This weekend was the official launch of a brand new platform, by Genesi. New platforms are rare these days, so this one is something to watch out for. MorphOS is a fully 32bit, pre-emptively multi-tasking operating system for the PowerPC range of CPUs, and is included with each Pegasos motherboard sold. We have some information about the system, three screenshots, and we also talked to Nicholas Blachford, Eclipsis project manager about MorphOS.
Here is the MorphOS platform at a glance:
Pegasos MicroATX Mainboard with:
More info about technical details, read here.
1. Is a port of MacOnLinux emulator a possibility for Morphos in order to run MacOS9/X?
Nicholas Blachford: Hmm, this is a difficult one because Apple’s EULA forbids you from running their OS on a different platform. If someone wants to port it they can feel free but I don’t know if it’s something we can get involved in. On the other hand we’ve heard BeOS PPC might run on MacOnLinux and we are actively investigating this. That said MOL does run on the Pegasos Hardware (we supply Debian Linux along with MorphOS).
2. Is a port of MorphOS to x86 planned?
Nicholas Blachford: Not at the moment. I would be interested to see some version available under x86 though even if it was just under emulation, that would allow x86 users to see what MorphOS was capable of.
3. What are the media capabilities of MorphOS? These days people crave for video editors, digital camera support, USB 2, Firewire…
Nicholas Blachford: We supply a very capable media player built in called Frogger which handles dozens of Audio and Visual formats including of course MP3s. There is TV card support built in.
There is also third party Multimedia support for: Digital Cameras. A DV video editor is in the works called Motion Studio. Analogue Video was very big on the Amiga (and still used to this day) and this too is in the works.
4. To which audience MorphOS is targeted exactly?
Nicholas Blachford: At the moment our market is “Alternative Computing” starting with current and Ex Amiga users, it provides a very similar feel and runs a lot of their software via a 68K emulator (provided it doesn’t access the custom chips). There was and is a great deal of software available some of which has never appeared on any other system so this provides a body of mature software for users to work with, somewhat unusual for a brand new platform.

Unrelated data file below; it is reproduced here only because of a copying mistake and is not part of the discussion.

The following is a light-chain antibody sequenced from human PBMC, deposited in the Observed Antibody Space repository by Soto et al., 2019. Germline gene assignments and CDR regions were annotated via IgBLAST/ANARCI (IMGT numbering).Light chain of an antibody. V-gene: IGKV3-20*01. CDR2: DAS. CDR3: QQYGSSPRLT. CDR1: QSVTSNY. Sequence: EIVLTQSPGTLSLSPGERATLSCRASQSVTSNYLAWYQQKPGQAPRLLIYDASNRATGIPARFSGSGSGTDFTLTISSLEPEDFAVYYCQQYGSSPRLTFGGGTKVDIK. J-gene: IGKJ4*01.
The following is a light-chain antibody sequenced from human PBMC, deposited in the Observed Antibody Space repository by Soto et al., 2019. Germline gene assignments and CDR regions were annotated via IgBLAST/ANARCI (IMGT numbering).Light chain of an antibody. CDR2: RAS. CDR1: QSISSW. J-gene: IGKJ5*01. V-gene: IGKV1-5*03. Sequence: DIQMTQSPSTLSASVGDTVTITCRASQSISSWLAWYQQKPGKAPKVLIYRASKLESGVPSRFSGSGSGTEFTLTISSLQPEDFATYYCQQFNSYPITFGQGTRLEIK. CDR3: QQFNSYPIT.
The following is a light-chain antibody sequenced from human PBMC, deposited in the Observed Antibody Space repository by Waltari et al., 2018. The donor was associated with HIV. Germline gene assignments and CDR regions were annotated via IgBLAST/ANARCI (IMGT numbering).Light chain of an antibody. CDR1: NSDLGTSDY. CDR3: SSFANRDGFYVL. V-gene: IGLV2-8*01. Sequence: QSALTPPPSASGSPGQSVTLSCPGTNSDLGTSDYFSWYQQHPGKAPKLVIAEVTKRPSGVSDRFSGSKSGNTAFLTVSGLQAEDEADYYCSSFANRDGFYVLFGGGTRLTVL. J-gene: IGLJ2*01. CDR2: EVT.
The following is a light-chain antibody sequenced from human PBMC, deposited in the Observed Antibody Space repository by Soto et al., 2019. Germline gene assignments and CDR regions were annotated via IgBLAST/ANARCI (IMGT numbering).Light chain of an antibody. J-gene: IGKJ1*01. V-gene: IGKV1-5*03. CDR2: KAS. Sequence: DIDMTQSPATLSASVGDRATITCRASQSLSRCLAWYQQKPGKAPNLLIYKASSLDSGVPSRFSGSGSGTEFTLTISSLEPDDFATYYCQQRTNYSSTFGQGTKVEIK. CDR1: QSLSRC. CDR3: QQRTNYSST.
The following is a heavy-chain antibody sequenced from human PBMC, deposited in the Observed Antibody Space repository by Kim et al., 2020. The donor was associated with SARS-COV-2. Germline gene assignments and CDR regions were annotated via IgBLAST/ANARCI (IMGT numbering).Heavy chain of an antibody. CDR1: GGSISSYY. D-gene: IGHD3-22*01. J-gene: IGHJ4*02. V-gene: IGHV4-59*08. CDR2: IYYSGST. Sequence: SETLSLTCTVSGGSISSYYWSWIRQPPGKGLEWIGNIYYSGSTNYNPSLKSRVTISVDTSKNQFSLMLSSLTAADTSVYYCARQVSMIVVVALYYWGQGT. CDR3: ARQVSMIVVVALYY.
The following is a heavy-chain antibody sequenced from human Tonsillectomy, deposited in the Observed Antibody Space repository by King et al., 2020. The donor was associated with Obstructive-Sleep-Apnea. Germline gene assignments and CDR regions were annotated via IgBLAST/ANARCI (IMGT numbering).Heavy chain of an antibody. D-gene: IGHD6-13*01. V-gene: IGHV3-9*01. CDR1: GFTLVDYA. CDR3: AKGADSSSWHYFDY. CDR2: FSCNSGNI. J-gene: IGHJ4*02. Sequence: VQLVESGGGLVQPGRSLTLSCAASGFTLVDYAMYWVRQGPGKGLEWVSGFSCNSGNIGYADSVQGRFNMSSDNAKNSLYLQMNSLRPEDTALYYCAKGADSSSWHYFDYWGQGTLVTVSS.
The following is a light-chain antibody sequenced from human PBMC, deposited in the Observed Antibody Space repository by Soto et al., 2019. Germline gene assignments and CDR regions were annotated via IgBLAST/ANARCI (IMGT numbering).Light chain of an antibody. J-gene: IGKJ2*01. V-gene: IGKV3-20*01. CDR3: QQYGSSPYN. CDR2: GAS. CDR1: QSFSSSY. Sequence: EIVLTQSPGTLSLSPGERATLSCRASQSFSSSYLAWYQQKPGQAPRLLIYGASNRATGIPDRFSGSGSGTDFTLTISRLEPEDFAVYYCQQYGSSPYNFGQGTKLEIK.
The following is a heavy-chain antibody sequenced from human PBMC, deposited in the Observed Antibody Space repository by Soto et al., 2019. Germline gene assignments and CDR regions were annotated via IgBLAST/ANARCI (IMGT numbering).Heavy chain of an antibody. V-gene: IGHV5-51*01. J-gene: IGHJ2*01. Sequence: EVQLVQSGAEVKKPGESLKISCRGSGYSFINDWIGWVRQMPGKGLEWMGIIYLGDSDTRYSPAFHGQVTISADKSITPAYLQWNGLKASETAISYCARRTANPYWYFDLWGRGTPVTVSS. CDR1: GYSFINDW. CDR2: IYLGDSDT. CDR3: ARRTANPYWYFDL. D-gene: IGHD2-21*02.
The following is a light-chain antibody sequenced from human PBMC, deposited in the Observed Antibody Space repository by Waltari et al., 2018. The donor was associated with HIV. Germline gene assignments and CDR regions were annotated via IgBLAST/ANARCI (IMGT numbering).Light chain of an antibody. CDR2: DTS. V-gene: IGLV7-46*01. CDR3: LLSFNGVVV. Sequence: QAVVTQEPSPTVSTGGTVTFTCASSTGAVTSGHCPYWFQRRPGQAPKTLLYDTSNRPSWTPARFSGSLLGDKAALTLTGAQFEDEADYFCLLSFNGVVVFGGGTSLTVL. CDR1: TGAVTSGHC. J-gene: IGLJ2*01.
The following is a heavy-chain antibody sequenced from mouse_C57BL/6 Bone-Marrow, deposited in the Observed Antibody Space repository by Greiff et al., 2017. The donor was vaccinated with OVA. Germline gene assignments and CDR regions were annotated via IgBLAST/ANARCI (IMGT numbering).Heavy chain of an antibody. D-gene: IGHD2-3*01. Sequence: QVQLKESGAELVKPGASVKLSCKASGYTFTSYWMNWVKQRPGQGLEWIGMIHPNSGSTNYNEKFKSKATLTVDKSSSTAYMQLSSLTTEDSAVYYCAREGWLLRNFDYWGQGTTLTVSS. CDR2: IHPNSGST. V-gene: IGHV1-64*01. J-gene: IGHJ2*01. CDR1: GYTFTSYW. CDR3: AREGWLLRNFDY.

Going forward we are up against Windows, MacOS and Linux. We haven’t a hope attacking these markets so we intend to target different niches, there are many specific markets out there which are not dependant on Windows or Unix, they may use one of these Operating Systems but the computers primary purpose in these cases is for use as a tool and we can address these markets, looking at what they need and providing it.
Even then we can’t stand still, we have to provide advanced and unique technology if we want to survive. So we have other products in development based on our existing technologies such as the Eclipsis which is a powerful convergence device which combines the worlds of Phone, PDA and Laptop and still fits in your pocket.
On the other hand our hardware is an open platform and we are actively looking for other Operating Systems. We ship with MorphOS and Debian Linux and we are talking to other OS writers / vendors (Gentoo, Mandrake, NetBSD, OpenBSD etc.). We also hope to get Zeta and OpenBeOS working at some point.
5. Please give us the specs (memory, hard drive, gfx card etc) of the computer that runs MorphOS.
Nicholas Blachford: The Pegasos is a MicroATX motherboard so the resellers are free to decide which sort of components are used. The current CPU is a 600Mhz G3 which is attached via a CPU card. This can be upgraded later to a G4 or dual G4 card (up to 1.4 GHz).
The system requirements for MorphOS are low, much lower than the lowest cost systems our resellers provide. It runs happily with Apps in 64MB on a 160Mhz PPC 603 (G2), a 100MB HD should provide ample storage.
5A. Will there be *hardware accelerated* 3D support and OpenGL?